5.2. Next, look at the love of Christ in the basket, for the grapes must be gathered, and cast into the basket, before the wine can be made. Oh, the love of Jesus Christ in the manger of Bethlehem, the love of Jesus in the workshop of Nazareth, the love of Jesus in His holy ministry, the love of Jesus in the temptation in the wilderness, the love of Jesus in His miracles, the love of Jesus in His communion with His disciples, the love of Jesus in bearing shame and reproach for our sakes, the love of Jesus in bring so poor that He had not where to lay His head, the love of Jesus in enduring such contradiction of sinners against Himself!

5.3. But oh! if your hearts have any tenderness towards Him, think of the love of Christ in the wine-press. What a crushing was that under the foot of the treader of grapes when Christ sweat as it were great drops of blood, and how terribly did the great press come down again and again when He gave His back to the smiters, and Sis cheeks to them that plucked off the hair, and hid not His face from shame and spitting! But oh! how the red wine flowed from the wine-press, what fountains there were of this precious sweetness, when Jesus was nailed to the cross, suffering in body, depressed in spirit, and forsaken of His God! "Eloi, Eloi, lama sabachthani?" These are the sounds that issue from the wine-press, and how terrible and yet how sweet they are!

5.4. Now I want you to think of the love of Christ in the flagon, where His precious love is stored up for His people; -- the love of His promises, given to you; the love of His providence, for He rules for you; the love of His intercession, for He pleads for you; the love of His representation, for He stands at the right hand of the Father as the Representative of His people; the love of His union with His people, for you are one with Him, He is the Head, and you are the members of His Body; the love of all that He is, and all that He was, and all that He ever shall be, for in every capacity and under all circumstances He loves you, and will love you without end.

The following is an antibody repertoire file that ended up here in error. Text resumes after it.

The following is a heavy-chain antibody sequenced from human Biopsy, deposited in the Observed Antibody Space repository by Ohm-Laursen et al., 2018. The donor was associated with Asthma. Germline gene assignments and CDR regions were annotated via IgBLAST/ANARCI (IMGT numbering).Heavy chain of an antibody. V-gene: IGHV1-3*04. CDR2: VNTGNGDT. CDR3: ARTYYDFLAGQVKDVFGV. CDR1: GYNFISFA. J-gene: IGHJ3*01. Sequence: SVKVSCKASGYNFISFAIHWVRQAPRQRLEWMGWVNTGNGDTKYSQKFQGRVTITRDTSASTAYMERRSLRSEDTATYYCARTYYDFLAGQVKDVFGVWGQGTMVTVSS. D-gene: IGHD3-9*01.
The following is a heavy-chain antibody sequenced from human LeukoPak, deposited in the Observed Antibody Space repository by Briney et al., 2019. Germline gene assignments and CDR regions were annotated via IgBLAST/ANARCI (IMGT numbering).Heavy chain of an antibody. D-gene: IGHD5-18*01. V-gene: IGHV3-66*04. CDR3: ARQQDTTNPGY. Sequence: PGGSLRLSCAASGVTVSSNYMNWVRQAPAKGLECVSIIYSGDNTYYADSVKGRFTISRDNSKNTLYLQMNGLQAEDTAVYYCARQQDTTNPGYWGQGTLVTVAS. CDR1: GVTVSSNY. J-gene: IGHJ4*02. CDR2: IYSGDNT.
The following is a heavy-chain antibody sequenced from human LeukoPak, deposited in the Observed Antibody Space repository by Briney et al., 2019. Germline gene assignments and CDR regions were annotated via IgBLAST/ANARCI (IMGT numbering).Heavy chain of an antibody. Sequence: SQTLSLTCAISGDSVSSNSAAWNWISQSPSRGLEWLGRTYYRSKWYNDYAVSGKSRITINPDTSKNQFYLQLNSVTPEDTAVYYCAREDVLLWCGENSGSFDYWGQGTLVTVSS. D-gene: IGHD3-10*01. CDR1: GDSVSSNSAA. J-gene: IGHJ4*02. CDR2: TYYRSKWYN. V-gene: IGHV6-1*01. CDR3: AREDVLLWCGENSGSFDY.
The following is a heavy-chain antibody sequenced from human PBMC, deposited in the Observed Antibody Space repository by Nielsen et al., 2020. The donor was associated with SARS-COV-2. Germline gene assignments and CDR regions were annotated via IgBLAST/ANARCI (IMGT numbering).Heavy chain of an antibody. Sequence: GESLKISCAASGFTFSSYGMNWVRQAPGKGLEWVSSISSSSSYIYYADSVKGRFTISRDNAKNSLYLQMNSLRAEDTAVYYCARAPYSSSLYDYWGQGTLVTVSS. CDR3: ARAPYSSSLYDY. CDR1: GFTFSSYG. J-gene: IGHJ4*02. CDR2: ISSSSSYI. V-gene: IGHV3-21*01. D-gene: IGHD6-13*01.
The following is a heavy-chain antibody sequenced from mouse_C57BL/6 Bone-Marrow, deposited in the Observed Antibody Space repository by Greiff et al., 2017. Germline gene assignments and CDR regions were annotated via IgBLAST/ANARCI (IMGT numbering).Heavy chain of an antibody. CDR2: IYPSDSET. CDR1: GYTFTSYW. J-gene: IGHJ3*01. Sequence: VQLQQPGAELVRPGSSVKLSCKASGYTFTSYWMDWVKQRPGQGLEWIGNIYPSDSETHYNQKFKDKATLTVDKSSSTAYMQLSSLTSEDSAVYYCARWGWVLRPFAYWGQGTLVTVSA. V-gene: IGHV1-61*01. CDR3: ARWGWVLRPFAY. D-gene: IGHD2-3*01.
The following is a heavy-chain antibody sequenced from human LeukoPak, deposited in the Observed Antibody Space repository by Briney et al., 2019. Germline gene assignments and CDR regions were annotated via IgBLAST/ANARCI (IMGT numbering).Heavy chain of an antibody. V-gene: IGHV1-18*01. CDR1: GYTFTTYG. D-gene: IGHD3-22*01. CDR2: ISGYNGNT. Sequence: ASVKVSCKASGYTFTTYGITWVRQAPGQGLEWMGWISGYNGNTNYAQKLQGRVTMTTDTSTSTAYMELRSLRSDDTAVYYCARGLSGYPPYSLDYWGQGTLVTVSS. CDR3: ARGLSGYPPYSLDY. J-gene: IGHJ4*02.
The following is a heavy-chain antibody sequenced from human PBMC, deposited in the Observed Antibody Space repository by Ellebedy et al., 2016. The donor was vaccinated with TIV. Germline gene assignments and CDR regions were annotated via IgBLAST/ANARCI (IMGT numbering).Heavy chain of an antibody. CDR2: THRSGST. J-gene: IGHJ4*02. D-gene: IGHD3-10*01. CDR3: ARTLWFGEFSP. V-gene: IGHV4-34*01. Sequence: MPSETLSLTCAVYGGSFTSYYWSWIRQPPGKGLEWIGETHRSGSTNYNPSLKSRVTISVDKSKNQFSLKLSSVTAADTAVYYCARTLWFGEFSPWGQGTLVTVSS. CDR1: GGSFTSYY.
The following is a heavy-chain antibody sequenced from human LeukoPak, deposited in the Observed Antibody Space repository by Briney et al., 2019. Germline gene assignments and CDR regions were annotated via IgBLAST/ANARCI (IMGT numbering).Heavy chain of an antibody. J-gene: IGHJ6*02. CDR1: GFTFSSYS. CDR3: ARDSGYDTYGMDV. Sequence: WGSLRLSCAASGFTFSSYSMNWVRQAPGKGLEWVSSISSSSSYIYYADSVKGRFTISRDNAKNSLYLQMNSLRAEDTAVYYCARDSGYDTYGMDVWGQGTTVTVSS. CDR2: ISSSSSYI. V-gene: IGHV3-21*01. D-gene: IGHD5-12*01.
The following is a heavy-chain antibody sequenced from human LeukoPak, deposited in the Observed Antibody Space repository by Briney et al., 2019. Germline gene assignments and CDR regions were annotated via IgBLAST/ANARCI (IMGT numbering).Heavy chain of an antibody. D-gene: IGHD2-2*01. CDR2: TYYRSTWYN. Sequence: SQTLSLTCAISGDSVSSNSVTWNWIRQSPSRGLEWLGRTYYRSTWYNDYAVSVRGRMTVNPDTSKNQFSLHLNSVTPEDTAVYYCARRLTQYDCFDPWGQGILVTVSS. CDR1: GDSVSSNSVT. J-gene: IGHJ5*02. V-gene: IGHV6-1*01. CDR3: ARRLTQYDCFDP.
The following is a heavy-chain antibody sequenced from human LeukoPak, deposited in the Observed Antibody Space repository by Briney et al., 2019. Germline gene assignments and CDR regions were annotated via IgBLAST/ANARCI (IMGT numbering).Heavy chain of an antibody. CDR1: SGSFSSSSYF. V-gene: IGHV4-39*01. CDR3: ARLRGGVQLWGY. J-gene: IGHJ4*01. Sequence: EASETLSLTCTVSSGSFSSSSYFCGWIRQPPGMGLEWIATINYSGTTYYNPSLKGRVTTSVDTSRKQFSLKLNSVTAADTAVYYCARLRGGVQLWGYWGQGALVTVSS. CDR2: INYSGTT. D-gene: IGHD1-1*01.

5.5. And then not only think of, but enjoy the love of Christ in the cup, by which I mean His love to you. For this we have the declaration of inspiration; nay, we have more even than that to confirm it beyond all question, for we have His own death upon the cross. He signed this document with His own blood, in order that no believer might ever doubt its authenticity. "Herein is love." "Behold what manner of love" there is in the cross! What wondrous love is there!
(C. H. Spurgeon.)


6.1. For Its Antiquity.
Good old wine is accounted the best (Luke 5:39). Now no wine is comparable to this of Christ's love, for its antiquity; for it is a love which commences from everlasting; it does not bear date with time, but was before time was.

6.2. For Its Purity.
It is wine on the lees well refined, free from all dregs of deceit, hypocrisy, and dissimulation; it is a love unfeigned, a pure river of water of life.

6.3. For Its Freeness And Cheapness.

6.4. For The Plenty Of It.
In the marriage at Cana of Galilee, there was want of wine; but there is no want thereof in this feast of love: this is a river, nay, an ocean of love, which flows forth in plentiful streams to poor sinners.

6.5. In The Effects Of It.

6.5.1. Wine will revive and cheer a man that is of a heavy heart (Prov 31:6).

6.5.2. Wine may remove a worldly heaviness, or a sorrow on the account of worldly things, the things of time; but not a spiritual heaviness, or a sorrow on the account of the things of another world, the things of eternity; but the manifestation of Christ's love to the soul, can remove this sorrow and heaviness, and fill it with a joy unspeakable and full of glory, and give him that ease, and comfort, and satisfaction of mind, he is wishing for.

6.5.3. If a man drinks never such large draughts of the wine of Christ's love, it will never hurt him; when other wine, with excessive drinking of it, not only wastes the estates, but consumes the bodies, and destroys the health of men; but of this a man may drink freely and plentifully, without doing himself any hurt; nay, it will be of considerable advantage to him, and therefore says Christ (Song 5:1).
(John Gill, D. D.)

Popular Posts